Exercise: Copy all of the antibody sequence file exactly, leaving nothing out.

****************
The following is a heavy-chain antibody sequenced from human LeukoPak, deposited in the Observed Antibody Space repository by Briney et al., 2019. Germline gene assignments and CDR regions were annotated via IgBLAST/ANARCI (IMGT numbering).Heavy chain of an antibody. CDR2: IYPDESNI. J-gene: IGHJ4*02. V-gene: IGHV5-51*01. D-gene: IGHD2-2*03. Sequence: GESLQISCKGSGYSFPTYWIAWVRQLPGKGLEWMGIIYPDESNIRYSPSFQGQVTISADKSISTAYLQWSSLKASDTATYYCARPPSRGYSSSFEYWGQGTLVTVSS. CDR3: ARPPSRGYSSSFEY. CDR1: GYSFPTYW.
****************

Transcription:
The following is a heavy-chain antibody sequenced from human LeukoPak, deposited in the Observed Antibody Space repository by Briney et al., 2019. Germline gene assignments and CDR regions were annotated via IgBLAST/ANARCI (IMGT numbering).Heavy chain of an antibody. CDR2: IYPDESNI. J-gene: IGHJ4*02. V-gene: IGHV5-51*01. D-gene: IGHD2-2*03. Sequence: GESLQISCKGSGYSFPTYWIAWVRQLPGKGLEWMGIIYPDESNIRYSPSFQGQVTISADKSISTAYLQWSSLKASDTATYYCARPPSRGYSSSFEYWGQGTLVTVSS. CDR3: ARPPSRGYSSSFEY. CDR1: GYSFPTYW.